• Where will the projector be?
  • Do I need to supply my own projector?
  • Where is the screen going to be set up?
  • Is there a computer I can use OR can I bring my computer?
  • Is the location in an area of high noise? (Common in restaurants.)
  • Is there an echo in the presentation space?
  • Is a microphone suggested or is a microphone available for my use?

I had an additional client whose presentation relied on large post-it notes during an interactive part of his presentation. Without asking the right questions, he walked into the room he would be presenting in, and the walls had carpet on them. You can’t stick post-it-notes on carpeted walls very well. I wouldn’t say it was a total flop, but with the right questions, a better strategy could have been prepared than post-it notes falling at least once every minute causing a distraction. (Luckily, he had a few roles of masking tape as backup.)

You might think of additional questions to add to this list that are pertinent to your presentation like:

  • Is there an easel pad and easel available to use?
  • Is there ability to show video with audio?
  • How much time is there in between the presenter ahead of me so I can set up? Additionally, how much time do I have between me and the presenter following me to take down anything?
  • Can I put our some marketing materials or sell my book?

speak_simple_roomlayout_conference_keynoteI attended a conference recently where one of the breakout sessions was in the main ballroom set for the keynote that morning and preparing for the keynote the following day. The room was set for 300 people, but the session only had 50 people attending. The presenters (two young professionals) adapted very quickly to the situation. Instead of standing on the stage for a small audience, they only utilized one of the two large screens to the left of the stage and concentrated the participants in the small breakout session into one small area. I thought it was a very wise impromptu choice, but it could have been planned for beforehand.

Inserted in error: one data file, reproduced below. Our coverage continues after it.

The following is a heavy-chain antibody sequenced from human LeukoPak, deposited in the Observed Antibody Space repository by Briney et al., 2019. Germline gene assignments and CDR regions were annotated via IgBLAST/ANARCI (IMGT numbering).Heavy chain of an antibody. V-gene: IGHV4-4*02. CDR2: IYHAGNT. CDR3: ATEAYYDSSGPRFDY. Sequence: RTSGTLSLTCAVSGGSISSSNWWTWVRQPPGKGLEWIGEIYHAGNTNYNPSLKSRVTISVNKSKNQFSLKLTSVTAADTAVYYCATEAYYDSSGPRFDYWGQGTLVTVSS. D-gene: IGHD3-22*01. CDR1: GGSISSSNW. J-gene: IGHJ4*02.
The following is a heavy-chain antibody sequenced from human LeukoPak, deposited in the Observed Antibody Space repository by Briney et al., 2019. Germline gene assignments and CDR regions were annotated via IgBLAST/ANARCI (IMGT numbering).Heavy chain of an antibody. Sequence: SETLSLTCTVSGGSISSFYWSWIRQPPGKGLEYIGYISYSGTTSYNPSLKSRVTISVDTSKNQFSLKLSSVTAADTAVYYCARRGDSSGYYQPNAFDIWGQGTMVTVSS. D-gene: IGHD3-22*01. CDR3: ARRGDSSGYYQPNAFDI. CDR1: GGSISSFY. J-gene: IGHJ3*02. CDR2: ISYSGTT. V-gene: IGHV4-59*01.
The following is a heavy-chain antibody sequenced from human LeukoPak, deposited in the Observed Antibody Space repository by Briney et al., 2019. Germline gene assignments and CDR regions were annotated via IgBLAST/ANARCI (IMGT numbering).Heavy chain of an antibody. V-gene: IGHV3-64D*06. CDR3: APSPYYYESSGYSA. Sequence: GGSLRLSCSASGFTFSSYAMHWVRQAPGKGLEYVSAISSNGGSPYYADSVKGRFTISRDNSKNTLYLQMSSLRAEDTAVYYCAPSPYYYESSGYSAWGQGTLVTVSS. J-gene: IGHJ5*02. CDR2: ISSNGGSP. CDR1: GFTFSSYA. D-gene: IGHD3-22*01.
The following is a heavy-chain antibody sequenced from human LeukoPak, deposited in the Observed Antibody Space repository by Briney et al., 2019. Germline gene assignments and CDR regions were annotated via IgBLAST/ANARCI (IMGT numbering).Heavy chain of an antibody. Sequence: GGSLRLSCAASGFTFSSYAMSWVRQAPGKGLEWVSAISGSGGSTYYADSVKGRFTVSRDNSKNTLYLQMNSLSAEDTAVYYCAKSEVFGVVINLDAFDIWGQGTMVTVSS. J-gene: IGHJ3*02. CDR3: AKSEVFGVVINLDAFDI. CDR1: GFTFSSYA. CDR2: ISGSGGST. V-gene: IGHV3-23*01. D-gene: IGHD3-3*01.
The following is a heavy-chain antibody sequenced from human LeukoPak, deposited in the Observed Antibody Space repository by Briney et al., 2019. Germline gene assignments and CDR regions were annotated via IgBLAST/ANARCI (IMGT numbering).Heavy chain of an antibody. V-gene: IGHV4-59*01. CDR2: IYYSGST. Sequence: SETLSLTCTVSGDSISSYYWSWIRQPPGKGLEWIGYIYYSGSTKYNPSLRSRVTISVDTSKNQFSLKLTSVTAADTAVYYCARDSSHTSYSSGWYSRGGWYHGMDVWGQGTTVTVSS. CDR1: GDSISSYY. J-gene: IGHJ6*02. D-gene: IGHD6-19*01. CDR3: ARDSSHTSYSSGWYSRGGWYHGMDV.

Also, I recall my days working at the local zoo where I would give the same presentation up to 6 times per day, five days per week about the same 4-5 animals (alligator, snake, opossum, and frog or hawk). The only thing that changed was my audience. It’s fair to say that I knew the presentation like I know the back of my hand and could give it under any circumstance.

On a regular basis, I would show up to the presentation site a minimum of 30 minutes early to check in and set up. Knowing my presentation so well, I had the ability to think on my feet. There were so many times that I walked in knowing I was going to have a group of 30, and it turned out to be 100, and I had to adapt. And other times that I was expecting to see at least 30-50 people and only 5 arrived. With such small audiences, I would always bring the audience in close, just like the young professionals did at the conference recently and treated the presentation as an open conversation.

Additional Resources